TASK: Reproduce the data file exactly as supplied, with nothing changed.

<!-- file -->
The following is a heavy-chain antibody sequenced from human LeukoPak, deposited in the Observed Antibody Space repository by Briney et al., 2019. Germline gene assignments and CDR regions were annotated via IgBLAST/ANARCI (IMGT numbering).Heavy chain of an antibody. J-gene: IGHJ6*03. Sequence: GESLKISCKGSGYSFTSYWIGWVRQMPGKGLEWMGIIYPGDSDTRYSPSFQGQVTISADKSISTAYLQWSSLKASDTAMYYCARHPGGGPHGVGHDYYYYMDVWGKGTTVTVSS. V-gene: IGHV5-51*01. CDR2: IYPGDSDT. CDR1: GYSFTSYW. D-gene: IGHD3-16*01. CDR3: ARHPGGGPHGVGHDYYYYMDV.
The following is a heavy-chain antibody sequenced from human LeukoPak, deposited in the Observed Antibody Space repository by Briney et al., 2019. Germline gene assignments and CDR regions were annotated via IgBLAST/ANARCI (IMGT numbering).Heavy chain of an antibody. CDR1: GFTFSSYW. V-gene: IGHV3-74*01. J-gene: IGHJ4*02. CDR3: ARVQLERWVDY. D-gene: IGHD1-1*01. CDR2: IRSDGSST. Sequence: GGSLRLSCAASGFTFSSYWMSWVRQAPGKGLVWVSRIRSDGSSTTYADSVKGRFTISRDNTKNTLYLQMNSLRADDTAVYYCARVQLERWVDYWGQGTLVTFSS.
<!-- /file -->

The following is a heavy-chain antibody sequenced from human LeukoPak, deposited in the Observed Antibody Space repository by Briney et al., 2019. Germline gene assignments and CDR regions were annotated via IgBLAST/ANARCI (IMGT numbering).Heavy chain of an antibody. J-gene: IGHJ6*03. Sequence: GESLKISCKGSGYSFTSYWIGWVRQMPGKGLEWMGIIYPGDSDTRYSPSFQGQVTISADKSISTAYLQWSSLKASDTAMYYCARHPGGGPHGVGHDYYYYMDVWGKGTTVTVSS. V-gene: IGHV5-51*01. CDR2: IYPGDSDT. CDR1: GYSFTSYW. D-gene: IGHD3-16*01. CDR3: ARHPGGGPHGVGHDYYYYMDV.
The following is a heavy-chain antibody sequenced from human LeukoPak, deposited in the Observed Antibody Space repository by Briney et al., 2019. Germline gene assignments and CDR regions were annotated via IgBLAST/ANARCI (IMGT numbering).Heavy chain of an antibody. CDR1: GFTFSSYW. V-gene: IGHV3-74*01. J-gene: IGHJ4*02. CDR3: ARVQLERWVDY. D-gene: IGHD1-1*01. CDR2: IRSDGSST. Sequence: GGSLRLSCAASGFTFSSYWMSWVRQAPGKGLVWVSRIRSDGSSTTYADSVKGRFTISRDNTKNTLYLQMNSLRADDTAVYYCARVQLERWVDYWGQGTLVTFSS.